Everyone has heard of the famous Biblical Queen of Sheba, known to Arabs as Queen Balqis. She ruled in the Yemen over the mighty Sabaean trading kingdom and left her mark in literature, history and religion. Queen Arwa is the second of Yemen's legendary women. In the southern part of the Arabian Peninsula, especially in Jibla, her capital, she is affectionately remembered in popular folklore for her statesmanship and fondness for her subjects.
We left the wide dusty streets of New Sana'a, Yemen's capital, and our party of six made its way southward on an excellent two-lane highway heading for Jibla, near Taiz, the country's second largest city. On both sides of the road, barren mountains dominated the landscape, but our route followed a fertile valley crowded with tiny fields and villages, some perched atop or actually climbing the mountain cliffs.
Soon we drove through majestic mountains. Higher and higher we climbed to Sumara Pass, 2,700 m (8,856 ft) above sea level. Hundreds of feet below, the terraced fields and rich-looking green valleys overflowed with crops and flowers. In places, some of the mountains were cultivated to their loftiest peaks.
Continuing our journey, I enjoyed the captivating beauty of the terraced mountain landscape. Soon, Jibla stood atop a basalt hill, edged by two valleys, 10 km (6 mi) from Ibb. With its commanding view, one could see why al-Sayyida al-Hurra Arwa bint Ahmed al- Sulayhi, who came to power in the Yemen in 1086 A.D., chose it as her capital.
Historians have written that Queen Arwa was fully versed in all fields and arts, especially history and poetry. A fine writer, she became so engrossed with academic life that she assumed responsibilities of rule reluctantly. However, her enriched background and gift of statesmanship enabled her to rule one of the most tempestuous countries in the world of that age for 52 years.
Her memory is well preserved, not only in Jibla, but in every part of the country. People are proud of her and her wise rule, the ideal Muslim woman reigning over 8,000 inhabitants.
Our first stop was the mosque built by al-Sayyida Arwa. We examined this historic yet fully functional religious edifice with its Koranic school. We rested by Arwa's tomb in the prayer hall, not far from an exquisite mihrab. On the other side of the mausoleum, was a door that led to a library of ancient manuscripts.
While leaving by the entrance to what some consider the most remarkable and beautiful mosques in Yemen, I stood, surveying al-Sayyida Arwa's town, considered one of the most picturesque in the country. The half- ruined palace located on the highest spot of Jibla's hill, dominated the scene, an impressive structure needing renovation. In Arwa's time, it was a luxurious palace supplied with water through an aqueduct, which today remains operational.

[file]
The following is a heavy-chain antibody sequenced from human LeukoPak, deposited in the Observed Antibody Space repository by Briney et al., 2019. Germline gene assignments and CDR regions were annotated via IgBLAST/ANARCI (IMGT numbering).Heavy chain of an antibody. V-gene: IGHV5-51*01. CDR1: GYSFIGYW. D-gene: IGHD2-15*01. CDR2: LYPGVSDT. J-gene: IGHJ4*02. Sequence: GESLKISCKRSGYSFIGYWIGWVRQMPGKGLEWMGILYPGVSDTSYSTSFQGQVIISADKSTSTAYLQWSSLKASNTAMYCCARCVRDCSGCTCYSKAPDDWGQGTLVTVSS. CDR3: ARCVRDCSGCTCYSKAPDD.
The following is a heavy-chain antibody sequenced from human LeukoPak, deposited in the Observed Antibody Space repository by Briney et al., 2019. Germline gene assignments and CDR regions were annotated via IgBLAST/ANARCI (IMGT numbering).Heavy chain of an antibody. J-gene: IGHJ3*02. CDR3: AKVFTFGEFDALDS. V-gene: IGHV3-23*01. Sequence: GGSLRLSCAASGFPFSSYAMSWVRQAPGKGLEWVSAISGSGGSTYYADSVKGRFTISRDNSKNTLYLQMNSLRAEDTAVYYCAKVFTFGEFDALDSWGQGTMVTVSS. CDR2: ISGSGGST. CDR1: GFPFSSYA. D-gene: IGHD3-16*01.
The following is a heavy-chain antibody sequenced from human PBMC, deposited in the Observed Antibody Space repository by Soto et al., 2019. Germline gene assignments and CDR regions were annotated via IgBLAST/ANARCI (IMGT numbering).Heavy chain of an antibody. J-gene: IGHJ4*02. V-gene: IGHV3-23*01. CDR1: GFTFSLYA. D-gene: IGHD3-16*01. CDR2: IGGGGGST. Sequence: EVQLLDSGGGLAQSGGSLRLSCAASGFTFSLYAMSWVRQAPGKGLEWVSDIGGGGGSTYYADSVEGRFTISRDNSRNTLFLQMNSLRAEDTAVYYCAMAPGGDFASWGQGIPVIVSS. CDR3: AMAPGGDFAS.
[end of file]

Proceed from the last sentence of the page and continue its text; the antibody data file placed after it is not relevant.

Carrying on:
Walking back to our auto, we were followed by a legion of friendly children. One told us that many of the town's girls carry Arwa's name thus perpetuating the name of the legendary Yemeni queen.
Habeeb Salloum has authored numerous books, his latest: Arab Cooking On A Saskatchewan Homestead: Recipes And Recollections - winner of the Cuisine Canada and The University of Guelph's Silver Canadian Culinary Book Awards in Winnipeg in 2006. He contributes to Forever Young (Oakville), Contemporary Review (Oxford, UK), Canadian World Traveller (Quebec) and the Toronto Star.
- Entrance visas to Yemen are available from all Yemeni embassies or consulates and for some countries at the airport. Travellers to Yemen require a passport that is valid for at least six months.
- Currency in the Yemen is the riyal - current value about 202 riyals to one US dollar. Foreign currencies can be exchanged at banks, exchanges offices and hotels. Only upscale hotels and restaurants will accept credit cards.
- Drink only bottled water found in all parts of the country and eat only well-cooked meat, and peel all fruit. Try the local dish, Saltah.
- Bring warm clothing if travelling in the cold mountainous areas; light clothing for the desert and coastal areas. Travelling to the Yemen is fine in all seasons, but the coastal and desert areas are quite hot in summer.
- Lady travellers should dress modestly in public places. Visitors should not take photos of people at prayer, women, military places, police personnel and installations without permission. With few exceptions, non-Muslims cannot enter most mosques.
- For information regarding Yemen's hotels see website:
- To travel around the country, it is best to book a tour through a travel agency that can arrange for government permits, plane tickets, a guide and driver, and hotels.
If you go
Embassy of the Republic of Yemen: 54 Chamberlain Avenue Ottawa, Ontario, Canada K1S 1V9.
Tel: (613) 729 6627. Fax: (613) 729 8915. E-mail: email@example.com
Embassy of the Republic of Yemen: 2600 Virginia Avenue, NW, Suite 705, Washington, DC 20037, USA.
Tel: (202) 965 4760/1. Fax: (202) 337 2017. E-mail: Webmaster@YemenEmbassy.org
Ministry of Tourism - Tourism Promotion Board: Al-Hassabah, P.O. Box: 5607, Sana'a, Yemen.
Tel: (967-1)251-033/5 /6 /7. Fax: (967-1) 251-034. E-MAIL: firstname.lastname@example.org
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